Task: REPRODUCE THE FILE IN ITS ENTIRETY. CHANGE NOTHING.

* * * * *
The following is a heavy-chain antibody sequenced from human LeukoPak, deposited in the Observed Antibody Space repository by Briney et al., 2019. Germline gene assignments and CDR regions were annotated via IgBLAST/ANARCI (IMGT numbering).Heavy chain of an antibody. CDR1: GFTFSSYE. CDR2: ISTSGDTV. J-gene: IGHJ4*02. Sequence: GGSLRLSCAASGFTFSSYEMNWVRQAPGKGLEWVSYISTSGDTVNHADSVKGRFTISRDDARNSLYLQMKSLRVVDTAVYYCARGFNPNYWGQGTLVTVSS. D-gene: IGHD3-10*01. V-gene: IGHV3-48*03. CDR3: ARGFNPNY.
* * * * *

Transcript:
The following is a heavy-chain antibody sequenced from human LeukoPak, deposited in the Observed Antibody Space repository by Briney et al., 2019. Germline gene assignments and CDR regions were annotated via IgBLAST/ANARCI (IMGT numbering).Heavy chain of an antibody. CDR1: GFTFSSYE. CDR2: ISTSGDTV. J-gene: IGHJ4*02. Sequence: GGSLRLSCAASGFTFSSYEMNWVRQAPGKGLEWVSYISTSGDTVNHADSVKGRFTISRDDARNSLYLQMKSLRVVDTAVYYCARGFNPNYWGQGTLVTVSS. D-gene: IGHD3-10*01. V-gene: IGHV3-48*03. CDR3: ARGFNPNY.